Three hours. On average, that’s the amount of time it takes to adequately cook a Thanksgiving turkey. Thanks to an innovative technique from Chef Tyler Florence, however, 90 minutes is all you’ll need this year. During an appearance at last month’s Grand Tasting at the New York City Wine & Food Festival, Tyler gave audiences a demo on spatchcocking a turkey. The process involves removing the poultry’s spine and flattening its breastbone, which not only cuts cook time in half, but also allows for greater heat distribution, making your bird juicier and crispier than ever before.
Here at Food Network, Thanksgiving means turkey — a whole lot of turkey. In the weeks leading up to our favorite Thursday of the year, we’re knee-deep in recipes, videos and new techniques about the feast’s headliner. All the while, we know it wouldn’t be Thanksgiving without the sides (and lots of them). Without stuffing, mashed potatoes and the whole nine yards, your family’s holiday dinner simply wouldn’t be complete. That’s why we’re running down the list of the top-five favorite sides — from Ina Garten, Bobby Flay and more star chefs — that belong on your table.
When Ina serves Brussels sprouts as a part of her Thanksgiving menu, she transforms them into a sophisticated and indulgent treat. Her Balsamic-Roasted Brussels Sprouts are joined by salty, crispy pancetta and roasted under high heat until they reach crispy caramelization; she finishes the side with a drizzle of syrupy balsamic vinegar.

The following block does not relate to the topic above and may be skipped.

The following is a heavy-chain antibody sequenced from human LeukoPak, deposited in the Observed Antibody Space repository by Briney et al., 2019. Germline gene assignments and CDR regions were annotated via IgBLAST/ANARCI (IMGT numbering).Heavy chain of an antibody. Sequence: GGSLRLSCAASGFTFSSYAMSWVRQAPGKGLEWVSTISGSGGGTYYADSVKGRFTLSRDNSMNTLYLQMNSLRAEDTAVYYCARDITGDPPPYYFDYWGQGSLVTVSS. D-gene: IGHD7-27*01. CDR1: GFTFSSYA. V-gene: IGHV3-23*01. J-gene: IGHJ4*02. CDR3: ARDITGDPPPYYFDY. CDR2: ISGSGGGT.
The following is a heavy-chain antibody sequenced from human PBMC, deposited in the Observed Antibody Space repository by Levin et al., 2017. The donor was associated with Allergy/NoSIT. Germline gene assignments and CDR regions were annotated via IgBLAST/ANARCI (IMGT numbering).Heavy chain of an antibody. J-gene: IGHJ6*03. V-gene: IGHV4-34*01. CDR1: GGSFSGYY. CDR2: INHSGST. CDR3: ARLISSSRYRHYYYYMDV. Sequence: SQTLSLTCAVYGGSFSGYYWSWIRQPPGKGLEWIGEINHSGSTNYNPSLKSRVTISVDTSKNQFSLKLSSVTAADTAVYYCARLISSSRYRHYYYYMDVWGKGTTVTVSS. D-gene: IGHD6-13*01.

There are two schools of thought when it comes to Thanksgiving leftovers: classic and creative. You can either keep the day-after eats exceedingly simple, with fixings smashed between slices of bread for rustic sandwiches, or you can dress up the goods that remain and turn them into all-new meals worthy of their holiday. FN Dish checked in with some of your favorite Food Network chefs to see how they put leftovers to work, and as it turns out, they, too, lean toward either easy-does-it sandwiches or inspired, next-level creations. Read on below to see what they have to say, and then leave a comment telling us how your family enjoys leftovers.
The first day, you eat a sandwich, you eat a salad, you’re just kind of eating, you’re grazing again, because you’re having the meal again. But, then the day after, if you still have a lot of leftovers, you’ve got to get creative, because people start to get that look in their eye, like they want to order a pizza. I like to make what’s called a hachis parmentier, which is like a shepherd’s pie. And you just chop up whatever turkey meat — and this way you can use the not-so-pretty pieces and the little scraps — and put that in the bottom of some gravy or some stock and then cover it with the leftover mash or the leftover potato gratin, or the leftover sweet potatoes, and you bake it with a layer of Parmigiano Reggiano cheese on top, until it gets all bubbly. And it’s sort of, like, a really beautiful garbage to throw all your leftovers in, bake it and have, like, this delicious, bubbling hot thing.